Imagine yourself shaking a bottle of seawater with sand in it. After two minutes, the sand sinks to the bottom of the cup, the suspended gray impurities float in the middle, and the surface layer water is clear. 

It’s almost like ‘culture’. This word is nearly incapable of stirring any particular emotional response when one sees it because of its overuse and mostly its abstraction. When “the bottle is shaken,” that is, when society works lively, various social factors are dissolved and soaked in a culture; thus, people usually forget their independent existence. Turning back to the metaphor of a bottle of seawater–: in the ocean where there is a constant movement and tremor, materials are wrapped together, colors overlap, and layers are nested upon layers. But once the seawater is taken out of the ocean and placed in stillness, what becomes visible is only the sand – because it’s colored, tangible, distinct, and difficult to dissolve. 

Problems arise when one wants to take the tangible out of a culture.W: when a specimen is ‘studied,” it is taken out of the living; when a culture is under examination, it is removed from the specific context in which it operates, which means it is left in repose. Repose allows the visible part of a culture – clothing, buildings, patterns of weaving, color palettes, etc. – to stand out like the sand does in a bottle of seawater. But the intangible: the social distance, the definition of humor, shame, or respect, the archetypes in stories and literature.. they are off the attention.

It could be more pronounced in some cultures than in others. Perhaps the more it deviates from people’s perception of a neutral form of  “modern culture”, the more a fetishism towards the superficial aspect of a culture will be there. The intangible and almost transparent component is overlooked when the eye-catching parts are upfront. Just like when you are looking at a static bottle of seawater, the sands are probably the first thing that pops up. People are recognizing the sand instead of recognizing the seawater as a whole, which is understandable.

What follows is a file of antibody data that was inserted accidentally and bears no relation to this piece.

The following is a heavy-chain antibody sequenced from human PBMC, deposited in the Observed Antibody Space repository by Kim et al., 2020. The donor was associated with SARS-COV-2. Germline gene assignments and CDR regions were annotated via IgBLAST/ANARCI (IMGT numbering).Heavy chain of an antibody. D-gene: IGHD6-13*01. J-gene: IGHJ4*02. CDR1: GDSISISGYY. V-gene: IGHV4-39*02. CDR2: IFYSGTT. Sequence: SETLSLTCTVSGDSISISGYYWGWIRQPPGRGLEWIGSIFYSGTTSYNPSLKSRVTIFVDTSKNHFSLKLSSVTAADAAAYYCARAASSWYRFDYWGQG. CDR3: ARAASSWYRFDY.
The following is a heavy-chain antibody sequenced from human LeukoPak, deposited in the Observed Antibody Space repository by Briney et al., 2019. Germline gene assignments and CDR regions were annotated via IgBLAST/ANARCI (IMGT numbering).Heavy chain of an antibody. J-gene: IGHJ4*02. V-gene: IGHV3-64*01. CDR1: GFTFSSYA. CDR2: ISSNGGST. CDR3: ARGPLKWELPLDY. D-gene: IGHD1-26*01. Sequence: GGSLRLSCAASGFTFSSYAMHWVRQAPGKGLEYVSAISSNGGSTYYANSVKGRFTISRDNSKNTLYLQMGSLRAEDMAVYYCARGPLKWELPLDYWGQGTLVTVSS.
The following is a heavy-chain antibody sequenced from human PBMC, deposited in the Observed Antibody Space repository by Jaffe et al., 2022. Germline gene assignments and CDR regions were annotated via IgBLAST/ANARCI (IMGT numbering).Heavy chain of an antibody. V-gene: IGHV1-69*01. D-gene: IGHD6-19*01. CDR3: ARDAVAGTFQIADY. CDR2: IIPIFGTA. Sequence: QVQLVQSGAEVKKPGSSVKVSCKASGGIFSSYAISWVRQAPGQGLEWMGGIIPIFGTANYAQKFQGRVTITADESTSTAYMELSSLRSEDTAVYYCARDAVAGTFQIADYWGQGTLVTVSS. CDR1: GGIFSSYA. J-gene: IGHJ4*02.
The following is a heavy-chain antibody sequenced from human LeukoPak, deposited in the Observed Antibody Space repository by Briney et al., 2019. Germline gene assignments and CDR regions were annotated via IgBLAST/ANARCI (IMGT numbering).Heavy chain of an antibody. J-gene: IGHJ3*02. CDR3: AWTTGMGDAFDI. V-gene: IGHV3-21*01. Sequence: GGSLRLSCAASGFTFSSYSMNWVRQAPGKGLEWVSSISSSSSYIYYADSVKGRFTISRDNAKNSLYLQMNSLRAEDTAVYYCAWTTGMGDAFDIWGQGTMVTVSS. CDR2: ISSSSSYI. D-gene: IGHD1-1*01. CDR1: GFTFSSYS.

Cultural exchange activities, when focusing on making art crafts, visiting tourist attractions, or making traditional dishes, are good, in a way, of introducing a culture to outsiders. But nearly, material objects are the most reproductive products in capitalist scenarios. One can get as many spectacles as one wants if there’s enough demand out there to encourage the producers. The difference between producing a T-shirt with Chinese characters and with Egyptian hieroglyphs on it, is only the mold of machines in an assembly line. There could even be fictional cultural traditions from sci-fi series sold to the fans. If people restrain themselves to the level of material spectacles, all cultures are the same, just like trademarks on colorful goods. 

It’s the origins which generated the tangible traditions that shine and live. And yet noticing the origins requires seeing a certain culture as a whole – not as the sand, but as a whole bottle of seawater. It requires one to be an interlocutor instead of a consumer, to dialogue instead of to objectify and to see instead of to glance.

In an ideal cultural exchange, the picture of people living in one culture manifests itself only through participants facilitating dialogues that start from the art crafts, tourist attractions, or traditional dishes, yet probing deeper into the context and origin, which is the intangible side of the culture. In dialogues, cultures will be treated as equal, intellectual living beings, instead of products or specimens.

When resources are limited, the angle or path chosen for a cultural program is of vital importance. Creating a friendly sharing environment should be kept aware as a default setting when planning.